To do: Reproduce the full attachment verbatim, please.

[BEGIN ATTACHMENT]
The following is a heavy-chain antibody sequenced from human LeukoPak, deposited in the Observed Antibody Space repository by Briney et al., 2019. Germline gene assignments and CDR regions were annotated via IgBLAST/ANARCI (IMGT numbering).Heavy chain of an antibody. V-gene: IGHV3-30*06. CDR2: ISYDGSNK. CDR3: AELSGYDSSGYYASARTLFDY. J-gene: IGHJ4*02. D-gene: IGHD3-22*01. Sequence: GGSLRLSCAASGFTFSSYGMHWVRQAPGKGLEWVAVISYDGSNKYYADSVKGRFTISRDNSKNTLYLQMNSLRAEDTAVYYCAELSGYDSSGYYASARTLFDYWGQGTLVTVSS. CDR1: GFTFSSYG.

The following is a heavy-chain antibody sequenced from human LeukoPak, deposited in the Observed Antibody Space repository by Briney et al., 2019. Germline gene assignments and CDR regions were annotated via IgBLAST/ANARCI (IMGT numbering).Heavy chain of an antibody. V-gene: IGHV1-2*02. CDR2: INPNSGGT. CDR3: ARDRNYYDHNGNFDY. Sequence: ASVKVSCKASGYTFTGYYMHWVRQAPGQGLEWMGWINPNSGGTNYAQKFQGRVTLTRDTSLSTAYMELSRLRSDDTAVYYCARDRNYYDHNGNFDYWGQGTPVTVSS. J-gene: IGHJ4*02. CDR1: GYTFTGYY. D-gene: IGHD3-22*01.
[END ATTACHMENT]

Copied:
The following is a heavy-chain antibody sequenced from human LeukoPak, deposited in the Observed Antibody Space repository by Briney et al., 2019. Germline gene assignments and CDR regions were annotated via IgBLAST/ANARCI (IMGT numbering).Heavy chain of an antibody. V-gene: IGHV3-30*06. CDR2: ISYDGSNK. CDR3: AELSGYDSSGYYASARTLFDY. J-gene: IGHJ4*02. D-gene: IGHD3-22*01. Sequence: GGSLRLSCAASGFTFSSYGMHWVRQAPGKGLEWVAVISYDGSNKYYADSVKGRFTISRDNSKNTLYLQMNSLRAEDTAVYYCAELSGYDSSGYYASARTLFDYWGQGTLVTVSS. CDR1: GFTFSSYG.

The following is a heavy-chain antibody sequenced from human LeukoPak, deposited in the Observed Antibody Space repository by Briney et al., 2019. Germline gene assignments and CDR regions were annotated via IgBLAST/ANARCI (IMGT numbering).Heavy chain of an antibody. V-gene: IGHV1-2*02. CDR2: INPNSGGT. CDR3: ARDRNYYDHNGNFDY. Sequence: ASVKVSCKASGYTFTGYYMHWVRQAPGQGLEWMGWINPNSGGTNYAQKFQGRVTLTRDTSLSTAYMELSRLRSDDTAVYYCARDRNYYDHNGNFDYWGQGTPVTVSS. J-gene: IGHJ4*02. CDR1: GYTFTGYY. D-gene: IGHD3-22*01.